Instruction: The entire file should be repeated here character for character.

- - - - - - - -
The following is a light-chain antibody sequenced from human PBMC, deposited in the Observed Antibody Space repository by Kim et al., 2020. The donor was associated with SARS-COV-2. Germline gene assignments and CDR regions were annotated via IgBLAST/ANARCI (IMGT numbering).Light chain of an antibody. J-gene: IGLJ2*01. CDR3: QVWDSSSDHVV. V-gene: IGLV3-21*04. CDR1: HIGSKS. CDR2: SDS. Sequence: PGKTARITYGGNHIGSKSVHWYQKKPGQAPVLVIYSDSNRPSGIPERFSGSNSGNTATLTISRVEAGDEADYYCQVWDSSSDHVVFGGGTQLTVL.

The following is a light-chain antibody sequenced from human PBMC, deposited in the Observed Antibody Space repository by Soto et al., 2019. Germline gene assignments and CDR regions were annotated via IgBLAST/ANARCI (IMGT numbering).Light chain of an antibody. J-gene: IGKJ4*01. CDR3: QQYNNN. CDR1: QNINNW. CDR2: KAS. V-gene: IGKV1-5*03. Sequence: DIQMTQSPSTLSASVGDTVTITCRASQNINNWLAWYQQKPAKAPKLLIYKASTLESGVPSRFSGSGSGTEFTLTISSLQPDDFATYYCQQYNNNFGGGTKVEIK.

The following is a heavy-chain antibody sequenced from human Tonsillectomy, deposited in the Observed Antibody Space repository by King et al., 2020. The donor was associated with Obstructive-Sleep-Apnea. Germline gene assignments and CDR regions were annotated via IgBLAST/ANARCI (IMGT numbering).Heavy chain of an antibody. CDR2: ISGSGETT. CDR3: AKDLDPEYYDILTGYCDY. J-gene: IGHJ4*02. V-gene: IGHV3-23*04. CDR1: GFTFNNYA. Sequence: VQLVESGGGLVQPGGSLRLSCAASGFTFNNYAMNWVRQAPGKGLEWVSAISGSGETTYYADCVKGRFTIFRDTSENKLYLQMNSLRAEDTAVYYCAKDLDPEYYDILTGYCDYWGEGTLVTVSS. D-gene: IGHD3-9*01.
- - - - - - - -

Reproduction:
The following is a light-chain antibody sequenced from human PBMC, deposited in the Observed Antibody Space repository by Kim et al., 2020. The donor was associated with SARS-COV-2. Germline gene assignments and CDR regions were annotated via IgBLAST/ANARCI (IMGT numbering).Light chain of an antibody. J-gene: IGLJ2*01. CDR3: QVWDSSSDHVV. V-gene: IGLV3-21*04. CDR1: HIGSKS. CDR2: SDS. Sequence: PGKTARITYGGNHIGSKSVHWYQKKPGQAPVLVIYSDSNRPSGIPERFSGSNSGNTATLTISRVEAGDEADYYCQVWDSSSDHVVFGGGTQLTVL.

The following is a light-chain antibody sequenced from human PBMC, deposited in the Observed Antibody Space repository by Soto et al., 2019. Germline gene assignments and CDR regions were annotated via IgBLAST/ANARCI (IMGT numbering).Light chain of an antibody. J-gene: IGKJ4*01. CDR3: QQYNNN. CDR1: QNINNW. CDR2: KAS. V-gene: IGKV1-5*03. Sequence: DIQMTQSPSTLSASVGDTVTITCRASQNINNWLAWYQQKPAKAPKLLIYKASTLESGVPSRFSGSGSGTEFTLTISSLQPDDFATYYCQQYNNNFGGGTKVEIK.

The following is a heavy-chain antibody sequenced from human Tonsillectomy, deposited in the Observed Antibody Space repository by King et al., 2020. The donor was associated with Obstructive-Sleep-Apnea. Germline gene assignments and CDR regions were annotated via IgBLAST/ANARCI (IMGT numbering).Heavy chain of an antibody. CDR2: ISGSGETT. CDR3: AKDLDPEYYDILTGYCDY. J-gene: IGHJ4*02. V-gene: IGHV3-23*04. CDR1: GFTFNNYA. Sequence: VQLVESGGGLVQPGGSLRLSCAASGFTFNNYAMNWVRQAPGKGLEWVSAISGSGETTYYADCVKGRFTIFRDTSENKLYLQMNSLRAEDTAVYYCAKDLDPEYYDILTGYCDYWGEGTLVTVSS. D-gene: IGHD3-9*01.